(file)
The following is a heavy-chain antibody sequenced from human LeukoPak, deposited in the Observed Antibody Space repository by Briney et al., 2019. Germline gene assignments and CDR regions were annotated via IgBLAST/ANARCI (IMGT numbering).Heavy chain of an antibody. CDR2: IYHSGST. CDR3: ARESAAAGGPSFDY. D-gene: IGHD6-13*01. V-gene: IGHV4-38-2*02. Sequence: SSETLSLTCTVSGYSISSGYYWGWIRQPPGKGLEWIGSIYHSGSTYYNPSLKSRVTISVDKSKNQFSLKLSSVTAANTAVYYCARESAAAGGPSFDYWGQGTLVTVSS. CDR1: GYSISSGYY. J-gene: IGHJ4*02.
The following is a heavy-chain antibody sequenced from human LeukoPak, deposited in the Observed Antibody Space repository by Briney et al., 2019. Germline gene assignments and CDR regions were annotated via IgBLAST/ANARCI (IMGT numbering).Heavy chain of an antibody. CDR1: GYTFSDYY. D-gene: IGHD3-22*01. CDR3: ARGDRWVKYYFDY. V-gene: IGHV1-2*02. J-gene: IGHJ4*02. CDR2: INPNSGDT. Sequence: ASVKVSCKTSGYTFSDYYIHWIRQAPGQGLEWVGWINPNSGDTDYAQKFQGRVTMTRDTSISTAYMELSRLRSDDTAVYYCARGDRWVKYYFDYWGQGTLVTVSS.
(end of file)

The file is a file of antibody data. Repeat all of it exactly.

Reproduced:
The following is a heavy-chain antibody sequenced from human LeukoPak, deposited in the Observed Antibody Space repository by Briney et al., 2019. Germline gene assignments and CDR regions were annotated via IgBLAST/ANARCI (IMGT numbering).Heavy chain of an antibody. CDR2: IYHSGST. CDR3: ARESAAAGGPSFDY. D-gene: IGHD6-13*01. V-gene: IGHV4-38-2*02. Sequence: SSETLSLTCTVSGYSISSGYYWGWIRQPPGKGLEWIGSIYHSGSTYYNPSLKSRVTISVDKSKNQFSLKLSSVTAANTAVYYCARESAAAGGPSFDYWGQGTLVTVSS. CDR1: GYSISSGYY. J-gene: IGHJ4*02.
The following is a heavy-chain antibody sequenced from human LeukoPak, deposited in the Observed Antibody Space repository by Briney et al., 2019. Germline gene assignments and CDR regions were annotated via IgBLAST/ANARCI (IMGT numbering).Heavy chain of an antibody. CDR1: GYTFSDYY. D-gene: IGHD3-22*01. CDR3: ARGDRWVKYYFDY. V-gene: IGHV1-2*02. J-gene: IGHJ4*02. CDR2: INPNSGDT. Sequence: ASVKVSCKTSGYTFSDYYIHWIRQAPGQGLEWVGWINPNSGDTDYAQKFQGRVTMTRDTSISTAYMELSRLRSDDTAVYYCARGDRWVKYYFDYWGQGTLVTVSS.